At first glance, the suit might have seemed a loser. The U.S. Supreme Court had already ruled against a challenge to a school program in Vernonia, Oregon, that required drug testing for student athletes without individual suspicion and Wahkiakum had modeled its program after Vernonia's. In its 1995 decision in Vernonia School District 47J v. Acton, the high court rebuffed arguments by parents who had refused to sign a drug-testing consent form for their son. The court reasoned that students have a reduced expectation of privacy and should expect intrusions on their normal rights if they chose to participate in school athletics. And in 2002, in Board of Education v. Earls, the court would uphold random testing by an Oklahoma school district.
However, these decisions were based on the Fourth Amendment to the U.S. Constitution. The ACLU argued that the policy of random testing violated Washington's state constitution -- specifically its "privacy clause" (Article I, Section 7), which states, "No person shall be disturbed in his private affairs, or his home invaded, without authority of law" (York, 163 Wn.2d at 306).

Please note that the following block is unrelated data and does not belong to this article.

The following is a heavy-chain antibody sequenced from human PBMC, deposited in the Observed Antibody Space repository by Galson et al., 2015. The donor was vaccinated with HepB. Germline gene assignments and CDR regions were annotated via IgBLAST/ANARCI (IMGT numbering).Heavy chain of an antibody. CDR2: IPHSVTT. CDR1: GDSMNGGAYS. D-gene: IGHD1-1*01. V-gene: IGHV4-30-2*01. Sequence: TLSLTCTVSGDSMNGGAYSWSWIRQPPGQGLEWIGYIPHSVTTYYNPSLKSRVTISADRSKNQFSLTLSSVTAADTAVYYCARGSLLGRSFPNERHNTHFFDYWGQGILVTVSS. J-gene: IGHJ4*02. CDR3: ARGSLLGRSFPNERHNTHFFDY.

The ACLU case, York v. Wahkiakum School District No. 200, ended up making two trips through the courts. When a Wahkiakum County Superior Court judge denied a request for a preliminary injunction to halt the district's drug testing until the case was decided, the ACLU appealed to the Washington Court of Appeals. A commissioner of that court temporarily granted the injunction, but when the district agreed to stop testing until the superior court ruled, the Court of Appeals dismissed the appeal over the injunction as moot.
Back in Wahkiakum County Superior Court, in 2006, Judge Douglas Goelz ruled in favor of school officials, finding the drug-testing program a reasonable one that did not violate students' rights. Following that decision the district resumed testing and the ACLU appealed directly to the Washington State Supreme Court.